Simcoe-Grey MPP Jim Wilson on Monday, May 14 criticized the provincial government for the fact it is considering allowing wind turbines near the Collingwood Regional Airport, saying such a development would create obstacles that endanger pilots using the runway.
Wilson went toe-to-toe with Energy Minister Chris Bentley during Question Period in the Ontario Legislature.
“Why is this government even entertaining a project that would compromise the safety of the Collingwood Regional Airport?” Wilson asked.
The project in question is WPD Canada’s proposal to build eight wind turbines west of Stayner and just south of the Collingwood Regional Airport.
During Question Period, Wilson referenced letters from Charlie Tatham, chair of the local airport board, criticizing the proposal.
Wilson noted that Tatham calls the turbine proposal “asinine, unjustified and dangerous,” because of how close the turbines would be situated to the airport.
Bentley responded in the legislature to Wilson by saying the renewable energy approval process is extensive and that “obviously questions of public safety, such as those involved with airports and other structures are very much considered.”
But he added airports fall under federal jurisdiction and “in most cases…those regulations and rules would take precedence in virtually every circumstance.”
Wilson jumped on the comment.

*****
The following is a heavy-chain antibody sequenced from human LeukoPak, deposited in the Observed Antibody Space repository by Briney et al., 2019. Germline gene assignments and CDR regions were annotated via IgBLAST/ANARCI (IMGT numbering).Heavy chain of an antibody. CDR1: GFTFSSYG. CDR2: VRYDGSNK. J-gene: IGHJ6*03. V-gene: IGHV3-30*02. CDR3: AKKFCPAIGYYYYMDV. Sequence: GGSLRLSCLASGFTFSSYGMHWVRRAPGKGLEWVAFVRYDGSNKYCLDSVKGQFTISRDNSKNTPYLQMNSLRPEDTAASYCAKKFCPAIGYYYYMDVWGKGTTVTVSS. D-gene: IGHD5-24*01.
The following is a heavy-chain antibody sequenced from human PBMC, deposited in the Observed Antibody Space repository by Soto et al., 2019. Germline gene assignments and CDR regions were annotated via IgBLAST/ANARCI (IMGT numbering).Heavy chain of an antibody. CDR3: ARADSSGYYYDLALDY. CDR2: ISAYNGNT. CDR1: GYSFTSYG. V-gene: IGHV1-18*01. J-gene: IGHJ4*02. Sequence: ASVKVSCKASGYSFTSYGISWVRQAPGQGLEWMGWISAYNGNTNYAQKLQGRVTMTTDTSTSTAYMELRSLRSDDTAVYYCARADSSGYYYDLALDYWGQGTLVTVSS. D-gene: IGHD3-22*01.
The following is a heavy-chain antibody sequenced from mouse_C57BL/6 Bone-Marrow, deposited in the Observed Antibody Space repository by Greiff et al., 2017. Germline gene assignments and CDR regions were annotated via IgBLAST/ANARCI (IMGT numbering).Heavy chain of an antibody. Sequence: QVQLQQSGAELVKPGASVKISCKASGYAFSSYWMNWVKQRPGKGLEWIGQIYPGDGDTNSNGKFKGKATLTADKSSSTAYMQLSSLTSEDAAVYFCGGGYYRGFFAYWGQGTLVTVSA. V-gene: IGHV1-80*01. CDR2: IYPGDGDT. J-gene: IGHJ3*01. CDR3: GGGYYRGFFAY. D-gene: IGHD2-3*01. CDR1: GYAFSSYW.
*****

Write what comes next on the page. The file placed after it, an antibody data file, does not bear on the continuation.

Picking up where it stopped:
“Well minister that’s a rather out of touch response,” he said. “The problem is there are no rules about wind mills in proximity to airports because no one ever thought someone or any government would be so stupid as to put 500-foot tall windmills on flight paths leading to regional airports.”
Wilson noted that local municipal councils have raised the same concerns as the airport board.
“Mr. Speaker, when will the government start paying attention to the warnings of the experts that sit on the board of the Collingwood Regional Airport?” Wilson asked.
Bentley then said it would be inappropriate “to ask a member of the government or this house to start commenting on matters that are either before the courts or involved in litigation.”
Local residents living near the airport and the proposed site of the turbines have launched a lawsuit against WPD and the Beattie Brothers Ltd., as well as Ed Beattie and Son Ltd., the companies that own the land on which the turbines would be situated. They assert the wind turbine project is negatively impacting their property values and their ability to enjoy their property. None of the allegations have been proven in court.
Wilson, in a news release issued after the exchange in the legislature, said he was disappointed in the government’s response to his questions.